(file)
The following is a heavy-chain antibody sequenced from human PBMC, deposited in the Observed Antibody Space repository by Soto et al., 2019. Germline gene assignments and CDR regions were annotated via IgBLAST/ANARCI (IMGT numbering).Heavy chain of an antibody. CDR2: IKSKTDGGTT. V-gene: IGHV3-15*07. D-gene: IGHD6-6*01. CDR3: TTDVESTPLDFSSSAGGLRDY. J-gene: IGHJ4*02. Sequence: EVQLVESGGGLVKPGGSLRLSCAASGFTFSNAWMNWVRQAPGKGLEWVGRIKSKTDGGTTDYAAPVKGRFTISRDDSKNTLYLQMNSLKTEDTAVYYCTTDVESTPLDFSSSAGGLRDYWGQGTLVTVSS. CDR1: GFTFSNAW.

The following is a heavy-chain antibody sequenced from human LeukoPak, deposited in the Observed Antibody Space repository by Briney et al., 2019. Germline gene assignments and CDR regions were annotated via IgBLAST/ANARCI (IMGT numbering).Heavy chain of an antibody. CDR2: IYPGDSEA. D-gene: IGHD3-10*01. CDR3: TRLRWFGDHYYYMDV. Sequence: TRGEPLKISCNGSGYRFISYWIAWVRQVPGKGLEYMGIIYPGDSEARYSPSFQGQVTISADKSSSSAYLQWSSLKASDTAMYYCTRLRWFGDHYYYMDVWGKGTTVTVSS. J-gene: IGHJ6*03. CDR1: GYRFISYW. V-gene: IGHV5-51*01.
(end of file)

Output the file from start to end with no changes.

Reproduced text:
The following is a heavy-chain antibody sequenced from human PBMC, deposited in the Observed Antibody Space repository by Soto et al., 2019. Germline gene assignments and CDR regions were annotated via IgBLAST/ANARCI (IMGT numbering).Heavy chain of an antibody. CDR2: IKSKTDGGTT. V-gene: IGHV3-15*07. D-gene: IGHD6-6*01. CDR3: TTDVESTPLDFSSSAGGLRDY. J-gene: IGHJ4*02. Sequence: EVQLVESGGGLVKPGGSLRLSCAASGFTFSNAWMNWVRQAPGKGLEWVGRIKSKTDGGTTDYAAPVKGRFTISRDDSKNTLYLQMNSLKTEDTAVYYCTTDVESTPLDFSSSAGGLRDYWGQGTLVTVSS. CDR1: GFTFSNAW.

The following is a heavy-chain antibody sequenced from human LeukoPak, deposited in the Observed Antibody Space repository by Briney et al., 2019. Germline gene assignments and CDR regions were annotated via IgBLAST/ANARCI (IMGT numbering).Heavy chain of an antibody. CDR2: IYPGDSEA. D-gene: IGHD3-10*01. CDR3: TRLRWFGDHYYYMDV. Sequence: TRGEPLKISCNGSGYRFISYWIAWVRQVPGKGLEYMGIIYPGDSEARYSPSFQGQVTISADKSSSSAYLQWSSLKASDTAMYYCTRLRWFGDHYYYMDVWGKGTTVTVSS. J-gene: IGHJ6*03. CDR1: GYRFISYW. V-gene: IGHV5-51*01.